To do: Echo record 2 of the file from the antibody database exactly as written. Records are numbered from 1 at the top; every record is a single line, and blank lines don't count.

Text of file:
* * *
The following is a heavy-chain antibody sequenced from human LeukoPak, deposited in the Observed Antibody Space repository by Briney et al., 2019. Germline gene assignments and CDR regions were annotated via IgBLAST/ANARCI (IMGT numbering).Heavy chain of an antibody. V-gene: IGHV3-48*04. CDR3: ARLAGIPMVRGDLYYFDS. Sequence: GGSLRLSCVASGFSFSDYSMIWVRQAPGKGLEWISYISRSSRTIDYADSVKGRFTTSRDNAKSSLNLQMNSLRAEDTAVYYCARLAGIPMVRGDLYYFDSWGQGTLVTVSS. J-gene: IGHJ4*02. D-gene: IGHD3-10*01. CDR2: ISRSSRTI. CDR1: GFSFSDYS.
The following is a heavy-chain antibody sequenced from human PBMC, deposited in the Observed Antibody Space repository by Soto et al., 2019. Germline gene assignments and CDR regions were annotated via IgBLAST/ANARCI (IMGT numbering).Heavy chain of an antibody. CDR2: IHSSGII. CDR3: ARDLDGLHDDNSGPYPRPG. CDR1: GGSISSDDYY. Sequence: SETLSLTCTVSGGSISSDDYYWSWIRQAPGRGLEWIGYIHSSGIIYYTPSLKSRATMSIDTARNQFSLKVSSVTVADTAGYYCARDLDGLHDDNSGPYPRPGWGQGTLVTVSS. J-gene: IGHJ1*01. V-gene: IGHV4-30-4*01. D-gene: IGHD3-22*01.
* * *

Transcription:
The following is a heavy-chain antibody sequenced from human PBMC, deposited in the Observed Antibody Space repository by Soto et al., 2019. Germline gene assignments and CDR regions were annotated via IgBLAST/ANARCI (IMGT numbering).Heavy chain of an antibody. CDR2: IHSSGII. CDR3: ARDLDGLHDDNSGPYPRPG. CDR1: GGSISSDDYY. Sequence: SETLSLTCTVSGGSISSDDYYWSWIRQAPGRGLEWIGYIHSSGIIYYTPSLKSRATMSIDTARNQFSLKVSSVTVADTAGYYCARDLDGLHDDNSGPYPRPGWGQGTLVTVSS. J-gene: IGHJ1*01. V-gene: IGHV4-30-4*01. D-gene: IGHD3-22*01.